I think the Lib Dems’ commitment to co-operation is highly suspect after Vince Cable admitted that since entering government, he has not given any thought to remutualising Northern Rock.

    The Co-operative Party emerged for the same reason that the Labour Party did: it was the best way to ensure representation of co-operative interests and ideals in Parliament. It continues to do that

  • paul barker 14th Sep '10 - 7:16pm

    The Co-op, the Co-op Party & the Co-op Bank are all controlled by Labour & the Unions. That why The Bank isnt bothered that Labour owe them millions they have no means or intention of ever paying back.
    There is little prospect of of either the Co-operative Movement or The Unions growing again unless they can break from Labour domination.

  • No Joe, the Co-op party was formed because of Lloyd George’s tax on dividends. The existence of the Co-op Party does not sit easily with ICA co-operative principles. Liberals have played a significant part in the co-operative movement. The first president of the ICA was a Liberal peer.

  • Joe Anderson 14th Sep '10 - 7:41pm

    Chris, that didn’t stop you putting it into your manifesto! Oxford University’s Centre for Mutual and Employee-owned Business did some research on remutualising Northern Rock on behalf of the Building Societies Association and urged the government to seriously consider remutualising it.

    Paul, that’s complete and utter nonsense. The Co-op is controlled by its members, some of whom are Labour and some of whom are TU members, but Labour membership is not exactly a factor that comes into any internal elections.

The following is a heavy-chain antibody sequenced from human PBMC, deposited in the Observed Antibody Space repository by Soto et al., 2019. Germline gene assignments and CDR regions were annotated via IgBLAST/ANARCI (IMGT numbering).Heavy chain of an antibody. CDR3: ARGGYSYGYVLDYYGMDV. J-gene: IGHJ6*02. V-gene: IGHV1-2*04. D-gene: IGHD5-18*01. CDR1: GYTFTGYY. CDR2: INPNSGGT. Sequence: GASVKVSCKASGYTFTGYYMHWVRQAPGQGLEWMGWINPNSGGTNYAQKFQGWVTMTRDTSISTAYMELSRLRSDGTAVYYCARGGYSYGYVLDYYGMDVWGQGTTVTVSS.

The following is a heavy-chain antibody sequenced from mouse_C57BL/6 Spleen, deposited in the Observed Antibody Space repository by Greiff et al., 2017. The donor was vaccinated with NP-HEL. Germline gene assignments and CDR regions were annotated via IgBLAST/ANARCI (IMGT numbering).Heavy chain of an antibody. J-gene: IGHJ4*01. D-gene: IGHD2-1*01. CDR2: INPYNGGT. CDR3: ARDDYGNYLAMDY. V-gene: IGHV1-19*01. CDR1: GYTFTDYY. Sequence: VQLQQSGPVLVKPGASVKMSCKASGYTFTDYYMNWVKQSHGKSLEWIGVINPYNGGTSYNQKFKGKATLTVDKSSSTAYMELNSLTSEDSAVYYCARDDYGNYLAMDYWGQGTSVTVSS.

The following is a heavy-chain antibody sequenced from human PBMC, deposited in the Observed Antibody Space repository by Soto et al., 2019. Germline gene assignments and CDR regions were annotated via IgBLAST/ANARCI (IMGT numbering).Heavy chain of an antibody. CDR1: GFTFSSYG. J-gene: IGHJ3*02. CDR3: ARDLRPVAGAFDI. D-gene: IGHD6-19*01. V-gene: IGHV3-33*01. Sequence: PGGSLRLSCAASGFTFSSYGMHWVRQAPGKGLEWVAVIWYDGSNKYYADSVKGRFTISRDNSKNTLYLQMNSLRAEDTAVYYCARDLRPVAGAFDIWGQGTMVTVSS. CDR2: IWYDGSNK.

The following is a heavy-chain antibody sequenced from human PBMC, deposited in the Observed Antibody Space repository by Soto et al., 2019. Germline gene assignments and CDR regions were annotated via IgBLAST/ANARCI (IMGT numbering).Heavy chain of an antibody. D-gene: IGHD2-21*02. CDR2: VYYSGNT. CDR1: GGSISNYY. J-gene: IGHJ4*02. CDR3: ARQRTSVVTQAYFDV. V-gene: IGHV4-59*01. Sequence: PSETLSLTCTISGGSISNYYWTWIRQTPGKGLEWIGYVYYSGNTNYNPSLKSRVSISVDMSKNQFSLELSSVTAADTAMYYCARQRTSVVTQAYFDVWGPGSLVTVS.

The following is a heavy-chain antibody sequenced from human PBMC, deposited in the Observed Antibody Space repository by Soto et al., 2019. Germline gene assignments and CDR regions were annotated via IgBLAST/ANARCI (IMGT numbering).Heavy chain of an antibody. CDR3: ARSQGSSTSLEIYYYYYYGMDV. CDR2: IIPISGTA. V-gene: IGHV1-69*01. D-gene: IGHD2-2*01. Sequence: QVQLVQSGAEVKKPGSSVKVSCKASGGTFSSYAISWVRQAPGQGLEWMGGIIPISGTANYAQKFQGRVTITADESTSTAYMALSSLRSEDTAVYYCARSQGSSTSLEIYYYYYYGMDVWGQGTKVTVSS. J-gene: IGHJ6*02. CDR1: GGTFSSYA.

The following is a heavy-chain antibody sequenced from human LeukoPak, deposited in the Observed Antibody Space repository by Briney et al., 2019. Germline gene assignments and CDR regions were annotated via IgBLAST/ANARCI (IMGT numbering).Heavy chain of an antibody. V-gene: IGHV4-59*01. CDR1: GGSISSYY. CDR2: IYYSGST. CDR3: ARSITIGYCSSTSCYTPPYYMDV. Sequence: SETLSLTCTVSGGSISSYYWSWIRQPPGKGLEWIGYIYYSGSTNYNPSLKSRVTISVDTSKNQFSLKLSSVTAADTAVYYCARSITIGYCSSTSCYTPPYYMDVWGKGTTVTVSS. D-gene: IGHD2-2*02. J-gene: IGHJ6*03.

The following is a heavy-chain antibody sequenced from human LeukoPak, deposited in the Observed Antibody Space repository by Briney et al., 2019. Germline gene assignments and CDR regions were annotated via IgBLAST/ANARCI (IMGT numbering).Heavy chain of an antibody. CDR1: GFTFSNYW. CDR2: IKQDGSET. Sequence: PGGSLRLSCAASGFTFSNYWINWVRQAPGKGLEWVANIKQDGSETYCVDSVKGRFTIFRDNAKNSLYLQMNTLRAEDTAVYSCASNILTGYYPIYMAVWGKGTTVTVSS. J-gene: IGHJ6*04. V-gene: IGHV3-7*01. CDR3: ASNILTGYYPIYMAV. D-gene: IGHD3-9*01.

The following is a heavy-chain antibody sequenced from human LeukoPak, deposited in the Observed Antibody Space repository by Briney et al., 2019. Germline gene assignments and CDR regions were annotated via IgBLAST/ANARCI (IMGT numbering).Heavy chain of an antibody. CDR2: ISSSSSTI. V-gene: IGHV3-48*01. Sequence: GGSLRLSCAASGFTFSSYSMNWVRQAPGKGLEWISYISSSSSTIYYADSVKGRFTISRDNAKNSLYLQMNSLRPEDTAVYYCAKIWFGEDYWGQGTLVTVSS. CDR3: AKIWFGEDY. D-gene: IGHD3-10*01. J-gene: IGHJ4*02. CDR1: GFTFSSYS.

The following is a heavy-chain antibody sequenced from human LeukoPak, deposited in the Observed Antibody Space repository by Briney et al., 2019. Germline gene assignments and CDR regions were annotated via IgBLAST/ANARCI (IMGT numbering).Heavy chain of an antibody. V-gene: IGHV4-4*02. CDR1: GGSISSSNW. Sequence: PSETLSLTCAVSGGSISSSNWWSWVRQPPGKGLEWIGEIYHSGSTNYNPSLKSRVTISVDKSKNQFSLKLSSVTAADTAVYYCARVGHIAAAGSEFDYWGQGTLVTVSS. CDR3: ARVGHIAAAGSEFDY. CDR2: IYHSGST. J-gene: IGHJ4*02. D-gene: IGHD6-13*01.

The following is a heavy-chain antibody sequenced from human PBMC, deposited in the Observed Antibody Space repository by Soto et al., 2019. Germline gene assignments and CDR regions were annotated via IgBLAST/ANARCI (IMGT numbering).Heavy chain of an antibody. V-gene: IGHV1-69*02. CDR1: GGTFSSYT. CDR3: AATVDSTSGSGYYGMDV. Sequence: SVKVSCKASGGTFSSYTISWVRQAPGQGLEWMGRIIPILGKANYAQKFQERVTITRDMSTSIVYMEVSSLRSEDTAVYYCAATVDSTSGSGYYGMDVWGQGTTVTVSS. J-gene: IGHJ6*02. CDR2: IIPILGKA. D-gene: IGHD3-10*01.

David Cox: So you argue that the Co-op Party, like the Labour Party, was therefore a necessary response to the Liberal Party being silent to the Movement’s concerns? Seems like a pretty important reason for it to form a political party. Co-ops have been major political forces in other countries, too, like Canada, consider the Co-operative Commonwealth Federation.

  • Joe Anderson 14th Sep '10 - 9:13pm

    Niklas: Not necessarily, the taxpayers money could be paid back over the long-term. In the manifesto, you said you agreed in principle, but if there were so many practical concerns and no intention to do it, why put it in?

  • @Joe Anderson: Over how long a term are we considering? The interest would have to be significant just to get the value of our money back. Plus there is the political problem. The nationalised and part nationalised banks, in great likelihood, will be sold off in the immediate run up to the next election, to help finance spending programs announced in manifestos and to deny the coup to their opponents in case they lose. It doesn’t seem at this point that Northern Rock is likely to be even an independent entity at the end of that process.

  • Joe Anderson 14th Sep '10 - 11:01pm

    Dave, any member who has more than £2 in the last dividend gets a vote automatically, and any member regardless of the last dividend can request one.

    Any member who spends >£250 can stand, and information is available on the website or in-store….

  • Peter Arnold 5th Nov '10 - 2:28pm

    Thanks for the comments, and apologies for taking so long to reply. ALDCo is not a membership organisation, or one of the Party’s officially recognised organisations. It is a lobbying group of like-minded LibDems who believe that the co-operative principle is one that ought to feature more prominently in the Party’s policy debates. If you agree, then consider yourself a member! On the issue of the links between the official co-op movement and the Labour Party, don’t lose sight of the main issue. Working together in a genuinely co-operative way has many practical benefits for the individuals involved, for their families, communities and society at large. It is a viable, practical, sustainable and effective way of providing goods and services that people need; and it has practical implications for the political process as well. We need to debate these in greater depth, and let people know that co-ops are good for you!